More Parents Allowing Children To Be Vaccinated Since Measles Outbreak, Survey Finds
The trend is viewed as good news by health care professionals. In related news, the latest data shows that California lags behind other states in vaccination rates.
Fewer Parents Refusing Vaccines For Children, Physician Survey Shows
Last winter’s much-publicized “Disneyland” measles outbreak may have led to one positive outcome: an increase in vaccine acceptance among parents. In a recent nationwide survey by the physician-oriented website Medscape, 42 percent of pediatricians and other health professionals said they believed parents had become more accepting of vaccines since the Disneyland outbreak — particularly the measles vaccine. That trend is welcomed news for public health officials and others who have become concerned by the growing problem of parents refusing or delaying immunizations for their children. (Perry, 8/27)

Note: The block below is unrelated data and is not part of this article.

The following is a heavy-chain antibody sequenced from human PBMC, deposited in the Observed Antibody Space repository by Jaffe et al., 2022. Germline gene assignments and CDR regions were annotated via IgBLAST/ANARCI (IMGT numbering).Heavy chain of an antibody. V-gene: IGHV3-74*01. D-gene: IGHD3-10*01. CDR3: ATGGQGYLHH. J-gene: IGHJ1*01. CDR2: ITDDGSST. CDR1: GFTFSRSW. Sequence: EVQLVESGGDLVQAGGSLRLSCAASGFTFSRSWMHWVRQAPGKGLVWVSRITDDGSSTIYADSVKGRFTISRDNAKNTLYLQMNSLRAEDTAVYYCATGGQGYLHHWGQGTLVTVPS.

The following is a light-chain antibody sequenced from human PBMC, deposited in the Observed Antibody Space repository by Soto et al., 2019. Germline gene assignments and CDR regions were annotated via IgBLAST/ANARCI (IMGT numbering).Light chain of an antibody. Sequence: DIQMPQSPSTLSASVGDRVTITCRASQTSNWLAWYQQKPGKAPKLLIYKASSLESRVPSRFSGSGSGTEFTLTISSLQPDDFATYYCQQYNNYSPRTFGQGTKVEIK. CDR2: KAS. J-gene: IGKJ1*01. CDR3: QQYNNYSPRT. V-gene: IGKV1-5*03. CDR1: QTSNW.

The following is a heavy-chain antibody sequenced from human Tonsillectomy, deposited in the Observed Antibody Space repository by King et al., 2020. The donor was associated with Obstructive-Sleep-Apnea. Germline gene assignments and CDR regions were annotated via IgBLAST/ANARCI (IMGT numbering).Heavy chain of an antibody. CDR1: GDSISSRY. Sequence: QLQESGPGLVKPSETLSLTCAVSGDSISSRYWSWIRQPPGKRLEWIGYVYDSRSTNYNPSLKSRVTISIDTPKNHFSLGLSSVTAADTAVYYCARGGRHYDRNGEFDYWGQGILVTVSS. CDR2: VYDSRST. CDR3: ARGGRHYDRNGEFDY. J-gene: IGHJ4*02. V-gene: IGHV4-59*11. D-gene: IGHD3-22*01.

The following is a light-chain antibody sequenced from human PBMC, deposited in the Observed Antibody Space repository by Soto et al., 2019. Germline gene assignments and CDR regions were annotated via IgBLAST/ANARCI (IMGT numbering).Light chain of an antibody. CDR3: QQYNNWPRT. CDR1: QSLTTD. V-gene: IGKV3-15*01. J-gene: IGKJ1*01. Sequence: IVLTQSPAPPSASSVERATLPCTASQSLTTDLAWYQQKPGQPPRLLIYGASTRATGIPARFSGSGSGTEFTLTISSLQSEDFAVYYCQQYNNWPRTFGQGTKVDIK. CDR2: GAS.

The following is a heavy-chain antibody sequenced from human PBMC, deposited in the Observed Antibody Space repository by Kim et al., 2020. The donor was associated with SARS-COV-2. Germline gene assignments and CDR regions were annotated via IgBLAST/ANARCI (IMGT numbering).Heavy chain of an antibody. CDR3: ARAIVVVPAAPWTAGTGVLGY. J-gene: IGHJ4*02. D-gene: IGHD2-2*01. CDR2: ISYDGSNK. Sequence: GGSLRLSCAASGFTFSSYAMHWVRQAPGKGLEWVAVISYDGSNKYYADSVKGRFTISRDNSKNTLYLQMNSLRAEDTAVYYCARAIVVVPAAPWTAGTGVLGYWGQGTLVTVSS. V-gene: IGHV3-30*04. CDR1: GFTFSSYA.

Los Angeles Times:
California Lags In Vaccinating Children, CDC Says
California lawmakers quickly moved to tamp down a growing resistance to vaccination that had been fostered in some communities by unfounded safety concerns. By summer, Gov. Jerry Brown had signed one of the nation's toughest laws to keep parents from opting not to inoculate their kids. Nationwide data released Thursday by the U.S. Centers for Disease Control and Prevention show that although California children are immunized at a high level, the state's vaccination rate still lags behind the rest of the country. (Karlamangla, 8/28)